It’s a valuable resource containing 12 fully annotated templates and helpful guidance on how to use them. For each template, a corresponding work sample shows you what the template will look like when completed.

The toolkit comes with instructions on how to apply these business analysis deliverables in each of the three broad phases of a project. These phases are initiation, definition and implementation. And for each phase you – the business analyst – will provide input at varying degrees.

Whether you’re scoping the project requirements in the initiation phase, developing the functional requirements in the definition phase or revising changes during the implementation phase – the Business Analyst Template Toolkit gives you the guidance you need to produce the correct deliverables in each phase.

It won’t be the magic bullet that makes your work suddenly exceptional. Neither will you suddenly produce clear, precise and consistent requirements. That’s up to you. But it will assist you in improving the quality of your work and it will provide you with a helpful structure to follow that will save you time.

I’m often asked about business analysis documents and how these deliverables tie in with an approach such as Agile or Waterfall.

As far as documentation is concerned the approach taken influences when, and in how much detail, a document is produced. The document may also have a different name but the goals of the business analyst are the same no matter the methodology used.

The goal of the business analyst is to identify business needs and determine solutions to business problems. The solution may come in many forms but typically involve:

  • The implementation of a new system
  • Enhancements to an existing system
  • Business process improvement
  • A new information strategy
  • A new policy or strategic plan
  • An organisational restructure
  • A combination of any of the above

Most commonly, business analysts are involved in the first three.

Understanding the type of project, the problem you’re solving, or the solution you are delivering will inform the types of documentation to be produced.

If you’re procuring an off-the-shelf product, you wouldn’t write detailed descriptions of functions and features of the system. You would, on the other hand, produce business requirements with enough information about how the stakeholders need to interact with the product and for what purpose. These requirements would also include some important qualities of the system (e.g., the system must comply with the organisation’s standard operating environment). A product vendor can then provide a detailed response that aligns with the criteria of the organisation.

Where a custom solution is being implemented, highly specific descriptions of functional and non-functional qualities are necessary. In addition to the initial business requirements, the deliverables could include use cases, a user interface specification and data flow diagrams. These documents must be written with enough detail to hand over to the people who design the system’s technical architecture and write the code.

So to understand what documentation you must produce, you need to understand the type of problem you’re solving.

This is your starting point.

A few years back, I started a new role just before Christmas.

In the first week my Project Manager told me I had to start workshops immediately – that week! Two of our key decision makers were taking leave and will not be available until mid-January. Waiting more than a whole month was not an option so I had to get started.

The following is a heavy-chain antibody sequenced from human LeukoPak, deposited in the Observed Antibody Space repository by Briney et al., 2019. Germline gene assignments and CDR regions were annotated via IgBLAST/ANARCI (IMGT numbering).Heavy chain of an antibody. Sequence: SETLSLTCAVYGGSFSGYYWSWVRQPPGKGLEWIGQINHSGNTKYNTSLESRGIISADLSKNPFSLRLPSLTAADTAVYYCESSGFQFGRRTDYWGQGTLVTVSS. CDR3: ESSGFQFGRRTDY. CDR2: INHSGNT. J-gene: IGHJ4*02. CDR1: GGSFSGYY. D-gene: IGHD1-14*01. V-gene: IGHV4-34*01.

It was the worst possible time to commence something new. People were frantically trying to meet deadlines before the Christmas shutdown, and nerves were frayed with many competing demands on time and resources.

I sat at my desk with my head between my hands. I had a headache.

I didn’t know a thing about the problem space yet. This was the real issue. I felt stuck and overwhelmed. It was a new project in a completely new domain with new stakeholders.

Will they accept me? Will they cooperate? Will I even understand them?

I reminded myself that I never ever wanted a repeat of the horror meeting of 2003.

You have to get through this, I thought, so what are you going to do?

And that’s when my thinking shifted from worry to problem solving mode. Phew!

I realised that there were things that I could do. After all, I controlled how the workshops were going to be run, and I could design them in a way that would serve my agenda too.

So I did just that, and I discovered that you can do the same for any given context.

Here are some questions that will help you jump into a new domain or project so you can start actively contributing as quickly as possible.

  • What is the problem being solved?
  • What do I already know about the problem space?
  • What don’t I know?
  • What information is available?
  • How do I get that information?
  • Can I get that information from stakeholders or other sources?
  • Who do I need to talk to?
  • What are their organisational and project roles?
  • What information do I need from them?
  • What questions do I need to ask?
  • How am I going to ask them? What format?
  • What am I going to do with the information?
  • How am I going to analyse it?
  • What other information will help the analysis?
  • What are the deliverables that I’m producing?
  • When do I need to deliver them?

The answers to these questions give you the information you need to understand the domain, plan your next steps and inform your deliverables. The more questions you ask, the better informed you are.

You can use these questions to orient yourself to an immediate problem – such as my pending workshop – or to the overall project. The sources of your answers will vary, and how you use that information is based on your knowledge and experience of the business analysis process.

This is your winch to save you from getting stuck, and keep you moving.